Degree Type


Date of Award


Degree Name

Doctor of Philosophy




The present study was designed to investigate the influence of attributional style, perceptions of control, and social support on life stress-illness relationships, in which life stress was assessed by retrospective and prospective accounts using the Life Experiences Survey. During two sessions, college freshmen completed multiple measures of life stress, attributional style, perceptions of control, social support, and psychophysiological, physical and emotional dysfunctioning;In general, life stress in combination with social support, perceptions of control, and/or attributional style accounted for a significant amount of the illness variance. Life stress, in addition to types, availability, frequency, and satisfaction with social support, were all significantly directly related to the illness measures. Consistent with the reformulated learned helplessness hypothesis, the more individuals attributed events to global or internal causes, the more likely they were to be depressed;A vulnerability hypothesis was partially supported in that individuals who tended to attribute the cause of stressful events to unstable factors or who tended to believe they had little control over these events were more vulnerable to the effects of stress than those who did not. Attributions of internality and globality did not moderate the life stress-illness relationships;A directional buffering hypothesis, in which it was hypothesized that high, stable amounts of social support would buffer the relationship between life stress and illness, was not supported by the social support data. On the contrary, less frequent stable social support buffered the effects of stress. Low amounts of opportunity for nurturance (i.e., responsibility for another person's well-being) also buffered the effects of stress. Satisfaction with support, amount of support, and number of helpers did not moderate the life stress-illness relationship. Appropriateness of support does not appear to be as important as frequency of support in moderating this relationship;The influence of social desirability upon subjects' responses to both life stress and illness measures was noted and was discussed.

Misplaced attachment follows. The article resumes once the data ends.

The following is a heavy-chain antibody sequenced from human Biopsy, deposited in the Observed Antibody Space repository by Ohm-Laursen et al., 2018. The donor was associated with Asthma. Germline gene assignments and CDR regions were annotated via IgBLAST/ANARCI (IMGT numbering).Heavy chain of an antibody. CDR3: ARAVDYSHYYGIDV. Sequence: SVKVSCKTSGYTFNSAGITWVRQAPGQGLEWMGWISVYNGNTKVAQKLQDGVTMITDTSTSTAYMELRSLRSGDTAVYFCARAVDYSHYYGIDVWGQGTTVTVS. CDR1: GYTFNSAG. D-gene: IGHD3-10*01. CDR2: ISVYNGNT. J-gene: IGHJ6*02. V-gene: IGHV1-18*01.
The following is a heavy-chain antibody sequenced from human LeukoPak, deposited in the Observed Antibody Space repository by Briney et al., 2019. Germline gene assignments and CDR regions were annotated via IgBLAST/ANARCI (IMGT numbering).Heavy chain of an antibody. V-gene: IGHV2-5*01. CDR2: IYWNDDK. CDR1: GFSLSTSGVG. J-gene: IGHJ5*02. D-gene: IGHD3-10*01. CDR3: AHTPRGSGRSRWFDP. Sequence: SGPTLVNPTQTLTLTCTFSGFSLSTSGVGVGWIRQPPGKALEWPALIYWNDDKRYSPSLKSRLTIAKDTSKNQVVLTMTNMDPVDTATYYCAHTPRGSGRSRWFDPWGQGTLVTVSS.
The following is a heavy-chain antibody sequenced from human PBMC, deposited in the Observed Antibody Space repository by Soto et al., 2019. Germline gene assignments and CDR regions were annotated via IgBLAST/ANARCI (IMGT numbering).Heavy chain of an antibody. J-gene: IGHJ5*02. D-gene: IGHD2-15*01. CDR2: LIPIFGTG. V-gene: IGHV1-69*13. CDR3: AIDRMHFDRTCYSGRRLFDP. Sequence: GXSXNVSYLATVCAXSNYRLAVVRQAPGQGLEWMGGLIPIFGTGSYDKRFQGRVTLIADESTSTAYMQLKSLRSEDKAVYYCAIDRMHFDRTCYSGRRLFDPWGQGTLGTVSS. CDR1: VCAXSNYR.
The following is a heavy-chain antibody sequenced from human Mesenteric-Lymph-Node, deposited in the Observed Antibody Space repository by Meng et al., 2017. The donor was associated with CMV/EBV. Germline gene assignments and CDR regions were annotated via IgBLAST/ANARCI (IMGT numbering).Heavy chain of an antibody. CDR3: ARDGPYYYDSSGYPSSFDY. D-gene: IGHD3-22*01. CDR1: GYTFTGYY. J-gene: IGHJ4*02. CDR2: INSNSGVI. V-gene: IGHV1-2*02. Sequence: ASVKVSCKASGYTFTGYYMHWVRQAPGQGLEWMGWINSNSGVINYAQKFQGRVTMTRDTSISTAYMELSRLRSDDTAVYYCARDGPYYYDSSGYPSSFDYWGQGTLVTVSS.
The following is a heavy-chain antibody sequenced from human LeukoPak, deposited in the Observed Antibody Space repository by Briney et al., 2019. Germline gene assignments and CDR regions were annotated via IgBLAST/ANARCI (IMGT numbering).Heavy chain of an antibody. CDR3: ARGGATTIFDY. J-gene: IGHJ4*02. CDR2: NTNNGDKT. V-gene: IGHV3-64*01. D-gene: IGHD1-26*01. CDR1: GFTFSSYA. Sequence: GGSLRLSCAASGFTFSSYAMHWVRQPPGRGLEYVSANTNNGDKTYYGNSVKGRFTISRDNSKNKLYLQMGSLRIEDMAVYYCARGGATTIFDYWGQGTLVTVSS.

Digital Repository @ Iowa State University,

Copyright Owner

Barbara Taverna Martin



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262 pages